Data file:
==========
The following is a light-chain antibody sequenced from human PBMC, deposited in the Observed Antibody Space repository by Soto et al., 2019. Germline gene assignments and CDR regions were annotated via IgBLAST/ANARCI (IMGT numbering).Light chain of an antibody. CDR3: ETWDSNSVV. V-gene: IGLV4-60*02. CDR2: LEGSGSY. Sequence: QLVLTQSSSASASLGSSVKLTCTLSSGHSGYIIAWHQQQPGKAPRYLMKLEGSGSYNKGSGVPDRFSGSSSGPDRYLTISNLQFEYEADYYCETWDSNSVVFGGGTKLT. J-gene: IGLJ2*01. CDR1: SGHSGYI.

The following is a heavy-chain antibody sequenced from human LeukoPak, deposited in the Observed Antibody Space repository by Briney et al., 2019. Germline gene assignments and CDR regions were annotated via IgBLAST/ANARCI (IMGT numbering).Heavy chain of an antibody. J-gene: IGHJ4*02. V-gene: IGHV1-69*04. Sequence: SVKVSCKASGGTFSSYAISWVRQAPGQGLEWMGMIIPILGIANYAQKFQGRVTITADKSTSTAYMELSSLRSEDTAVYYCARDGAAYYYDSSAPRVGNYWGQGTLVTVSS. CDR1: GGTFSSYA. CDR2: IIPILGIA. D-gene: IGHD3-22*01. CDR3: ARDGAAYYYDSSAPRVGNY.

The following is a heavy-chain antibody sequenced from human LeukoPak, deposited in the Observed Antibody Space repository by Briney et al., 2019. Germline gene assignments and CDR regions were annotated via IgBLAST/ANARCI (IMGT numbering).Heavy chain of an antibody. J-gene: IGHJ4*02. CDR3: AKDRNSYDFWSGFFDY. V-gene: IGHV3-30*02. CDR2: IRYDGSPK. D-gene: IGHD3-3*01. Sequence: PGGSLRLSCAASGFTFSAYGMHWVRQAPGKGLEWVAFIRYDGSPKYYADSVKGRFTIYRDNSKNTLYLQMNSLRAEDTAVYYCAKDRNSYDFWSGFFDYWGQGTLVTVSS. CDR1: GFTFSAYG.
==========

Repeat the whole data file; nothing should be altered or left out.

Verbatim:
The following is a light-chain antibody sequenced from human PBMC, deposited in the Observed Antibody Space repository by Soto et al., 2019. Germline gene assignments and CDR regions were annotated via IgBLAST/ANARCI (IMGT numbering).Light chain of an antibody. CDR3: ETWDSNSVV. V-gene: IGLV4-60*02. CDR2: LEGSGSY. Sequence: QLVLTQSSSASASLGSSVKLTCTLSSGHSGYIIAWHQQQPGKAPRYLMKLEGSGSYNKGSGVPDRFSGSSSGPDRYLTISNLQFEYEADYYCETWDSNSVVFGGGTKLT. J-gene: IGLJ2*01. CDR1: SGHSGYI.

The following is a heavy-chain antibody sequenced from human LeukoPak, deposited in the Observed Antibody Space repository by Briney et al., 2019. Germline gene assignments and CDR regions were annotated via IgBLAST/ANARCI (IMGT numbering).Heavy chain of an antibody. J-gene: IGHJ4*02. V-gene: IGHV1-69*04. Sequence: SVKVSCKASGGTFSSYAISWVRQAPGQGLEWMGMIIPILGIANYAQKFQGRVTITADKSTSTAYMELSSLRSEDTAVYYCARDGAAYYYDSSAPRVGNYWGQGTLVTVSS. CDR1: GGTFSSYA. CDR2: IIPILGIA. D-gene: IGHD3-22*01. CDR3: ARDGAAYYYDSSAPRVGNY.

The following is a heavy-chain antibody sequenced from human LeukoPak, deposited in the Observed Antibody Space repository by Briney et al., 2019. Germline gene assignments and CDR regions were annotated via IgBLAST/ANARCI (IMGT numbering).Heavy chain of an antibody. J-gene: IGHJ4*02. CDR3: AKDRNSYDFWSGFFDY. V-gene: IGHV3-30*02. CDR2: IRYDGSPK. D-gene: IGHD3-3*01. Sequence: PGGSLRLSCAASGFTFSAYGMHWVRQAPGKGLEWVAFIRYDGSPKYYADSVKGRFTIYRDNSKNTLYLQMNSLRAEDTAVYYCAKDRNSYDFWSGFFDYWGQGTLVTVSS. CDR1: GFTFSAYG.